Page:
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At tax time, fraudulent federal withholding schemes may be on the rise.

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By Marilou C. Vroman, CPA, CFE

On April 15th there tends to be some nervous energy around.  It is Tax Day.

Whether you choose to file your tax return by April 15th or file for an extension, your personal tax obligation is still due on this day.  Ever since my first real job and learning the rules of federal withholding, I was the one who thought that it was better to withhold a little extra along the way, than to get hit with a large tax bill and have to write a painful check.  However, not all employees are so conservative and some, may go to any length to beat the system.

Dealership’s have a wide array of personnel with varying tax situations.  From individuals claiming complete exemption from federal income tax withholding, to those who claim zero allowances and, well, let’s just go ahead and request some additional withholding while we are at it.  Employees complete a form W-4 for the payroll department to process the correct withholding amount based on their personal tax position.  While most payroll systems will automatically calculate the withholding amounts based on income, benefits and withholding allowances, are you sure the withholding amounts your dealership pays to the IRS is the exact same as the amount that was deducted from your employees?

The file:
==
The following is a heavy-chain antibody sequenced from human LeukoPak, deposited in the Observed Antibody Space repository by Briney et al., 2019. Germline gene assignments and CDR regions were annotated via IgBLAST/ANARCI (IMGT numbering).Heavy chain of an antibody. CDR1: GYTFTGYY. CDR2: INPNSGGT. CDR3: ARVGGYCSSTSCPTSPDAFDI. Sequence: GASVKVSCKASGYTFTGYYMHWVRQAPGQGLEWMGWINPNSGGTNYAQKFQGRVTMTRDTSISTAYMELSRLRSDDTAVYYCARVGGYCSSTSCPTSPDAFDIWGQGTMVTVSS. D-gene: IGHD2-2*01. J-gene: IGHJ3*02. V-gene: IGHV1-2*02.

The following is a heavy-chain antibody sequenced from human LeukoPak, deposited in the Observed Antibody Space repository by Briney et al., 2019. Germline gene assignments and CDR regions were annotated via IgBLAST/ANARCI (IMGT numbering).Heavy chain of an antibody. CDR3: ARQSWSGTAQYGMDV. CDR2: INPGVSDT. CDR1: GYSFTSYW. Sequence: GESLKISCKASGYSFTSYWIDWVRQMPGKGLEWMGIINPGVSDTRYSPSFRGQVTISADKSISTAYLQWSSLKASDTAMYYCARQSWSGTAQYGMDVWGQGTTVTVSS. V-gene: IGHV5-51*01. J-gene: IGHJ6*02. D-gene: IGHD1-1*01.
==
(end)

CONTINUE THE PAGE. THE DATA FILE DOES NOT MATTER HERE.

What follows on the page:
A creative yet difficult to detect fraud scheme is the manipulation of federal tax withholding.  It’s essentially a deferred cash benefit where the perpetrator’s tax bill can be partially or fully paid by the dealer without their knowledge.  In a traditional payroll process, funds are withheld from employee compensation and remitted via tax deposits to the Department of the Treasury.  These tax deposits are typically the aggregate payment of federal income tax withholding plus employee and employer portions of FICA and Medicare.  Since employers pay a share of FICA and Medicare taxes, each payroll will generate a certain amount of payroll tax expense on the books.  The fraud scheme kicks in when an employee with access to the payroll or federal tax deposits is able to increase the recorded amount amount of their own personal withholding without having the amount deducted from their pay.  Instead, the extra withholding is simply recorded as payroll tax expense. Here are a few suggestions to keep an eye on payroll:

  • The payroll registers should be reviewed by the Controller or Office Manager.
  • Employee withholding amounts per payroll records should be periodically inspected for reasonableness relative to earnings, tied out to the federal tax deposits and agreed to the related entries in the GL.
  • A periodic W-4 test should be performed to validate allowances vs. amounts withheld.
  • Payroll tax expense should be recalculated and reconciled to the amount recorded on the GL.
  • Tax deposits should be traced back to the source pay registers to ensure the funds were deducted from employees, and not expensed to the dealership.

As we often say, when someone knows they are being watched, they are less likely to misbehave.  Why let the IRS have all the fun? Do your own payroll tax audit to keep everyone on their toes.

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